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Cattle Current Daily—Feb. 11, 2019

Negotiated cash fed cattle trade remained undeveloped through late Friday afternoon, based on USDA reports, which cited a few trades in Nebraska and the western Corn Belt at $124-$125/cwt. on a live basis. The Agricultural Marketing Service reported dressed sales $2 higher in Nebraska at $200. Chatter increased that trade was headed higher by the end of the day.

Expectations of steady to higher cash and firm fundamentals helped lift Cattle futures Friday. Those fundamentals include winter-depressed cattle weights.

Dressed steers weights for the week ending Jan. 5 were 6 lbs. lighter year over year at 896 lbs., according to the Actual Slaughter Under Federal Inspection report from USDA. Dressed heifer weights were 8 lbs. lighter at 892 lbs. A week earlier, year over year, dressed steer weights were 9 lbs. lighter and dressed heifer weights were 13 lbs. lighter.

As well, the slug of USDA reports released Friday—offering the year’s first grain supply and usage estimates—proved to be market neutral.

Live Cattle futures closed 61¢ higher (10¢ to $1.10 higher).

Feeder Cattle futures closed an average of 74¢ higher (50¢ to $1.02 higher).  

Corn futures closed mostly fractionally lower to 2¢ lower.

Soybean futures closed mostly 1¢ higher. 

Wholesale beef values were weak to lower on light demand and light to moderate offerings, according to the Agricultural Marketing Service.

Choice boxed beef cutout value was $1.36 lower Friday afternoon at $215.35/cwt. Select was 36¢ lower at $211.17. 

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Major U.S. financial indices closed narrowly mixed Friday, recovering from strong pressure early in the session, tied to lingering worries about the lack of resolution to trade issues between the U.S. and China.

The Dow Jones Industrial Average closed 63 points lower. The S&P 500 closed 1 point higher. The NASDAQ was up 9 points.

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“Beef production (2018) is reduced on lower cattle slaughter and lighter carcass weights through late December,” say ERS analysts, in the latest World Agricultural Supply and Demand Estimates (WASDE). “The 2019 beef production forecast is reduced on lower projected slaughter as smaller anticipated placements in late 2018 and early 2019 are expected to result in lower fed cattle marketings and slaughter in the first half of the year.”

The annual average fed steer price (5-area Direct) for last year was estimated at $117.12/cwt., which was 21¢ higher than the December projection.

Fed steer prices for this year are estimated at $122-$126 in the first quarter, $119-$127 in the second, $109-$119 in the third and at $108-$118 in the fourth.

Total beef production for last year was revised down 75 million lbs. from the December estimate to 26.86 billion lbs. Likewise, estimated beef production for this year was revised down by 175 million lbs. to 27.61 billion lbs.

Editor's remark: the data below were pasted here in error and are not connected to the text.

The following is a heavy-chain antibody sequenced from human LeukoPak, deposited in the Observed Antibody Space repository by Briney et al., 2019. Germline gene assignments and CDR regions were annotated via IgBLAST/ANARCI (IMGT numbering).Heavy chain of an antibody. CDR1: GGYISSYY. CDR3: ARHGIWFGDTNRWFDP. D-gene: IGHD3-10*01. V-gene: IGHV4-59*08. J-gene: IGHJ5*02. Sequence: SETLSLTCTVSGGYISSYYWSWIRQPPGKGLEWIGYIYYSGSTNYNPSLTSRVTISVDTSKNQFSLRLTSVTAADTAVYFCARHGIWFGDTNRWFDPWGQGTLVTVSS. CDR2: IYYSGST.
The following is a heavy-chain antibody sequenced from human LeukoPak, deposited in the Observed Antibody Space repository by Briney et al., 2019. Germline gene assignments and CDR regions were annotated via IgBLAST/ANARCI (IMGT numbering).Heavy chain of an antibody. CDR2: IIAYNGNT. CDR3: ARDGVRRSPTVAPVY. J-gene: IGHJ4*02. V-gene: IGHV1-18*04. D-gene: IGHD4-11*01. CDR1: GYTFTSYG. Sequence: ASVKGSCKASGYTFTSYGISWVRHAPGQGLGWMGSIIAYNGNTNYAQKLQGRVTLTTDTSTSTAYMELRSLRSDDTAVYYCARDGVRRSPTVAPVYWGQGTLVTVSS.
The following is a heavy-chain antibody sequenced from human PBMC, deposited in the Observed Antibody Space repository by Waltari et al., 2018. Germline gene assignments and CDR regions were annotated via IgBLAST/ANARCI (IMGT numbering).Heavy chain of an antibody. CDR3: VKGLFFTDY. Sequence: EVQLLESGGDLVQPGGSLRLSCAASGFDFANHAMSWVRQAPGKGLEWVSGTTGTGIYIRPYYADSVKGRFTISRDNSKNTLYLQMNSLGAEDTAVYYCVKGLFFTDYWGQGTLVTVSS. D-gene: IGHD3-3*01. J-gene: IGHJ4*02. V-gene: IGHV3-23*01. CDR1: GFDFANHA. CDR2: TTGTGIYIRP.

“Total red meat and poultry production for 2018 was lowered from December as beef and broiler production more than offsets slightly higher pork production,” say ERS analysts. “For 2019, the total red meat and poultry production forecast is lowered from December on lower expected beef, pork, and broiler production.”

Cattle Current Daily—Feb. 11, 2019 2019-02-09T12:52:57+00:00

Cattle Current Podcast-Feb. 8, 2019

Negotiated cash fed cattle trade remained undeveloped through Thursday afternoon. 

Cattle futures mostly tread water, pressured early by sharply lower Lean Hog futures, but recovering as trade picked up.

Live Cattle futures closed narrowly mixed (17¢ lower to 11¢ higher). 

Except for unchanged in the back contract, Feeder Cattle futures closed an average of 26¢ higher. 

Corn and soybean futures came under pressure Thursday, perhaps in part to negative rhetoric regarding a trade resolution with China, as well as defensive positioning ahead of USDA reports Friday that will provide the first glimpse at grain stocks and usage estimates in more than a month.

Corn futures closed 2¢ to 3¢ lower through Sep ’20 and then fractionally lower to 1¢ lower.

Soybean futures closed 3¢ to 8¢ lower. 

Wholesale beef values were lower on light to moderate demand and offerings, according to the Agricultural Marketing Service.

Choice boxed beef cutout value was 86¢ lower Thursday afternoon at $216.71/cwt. Select was 84¢ lower at $211.53. 

Cattle Current Podcast-Feb. 8, 2019 2019-02-07T19:27:33+00:00

Cattle Current Daily-Feb. 8, 2019

Negotiated cash fed cattle trade remained undeveloped through Thursday afternoon. 

Cattle futures mostly tread water, pressured early by sharply lower Lean Hog futures, but recovering as trade picked up.

Live Cattle futures closed narrowly mixed (17¢ lower to 11¢ higher). 

Except for unchanged in the back contract, Feeder Cattle futures closed an average of 26¢ higher.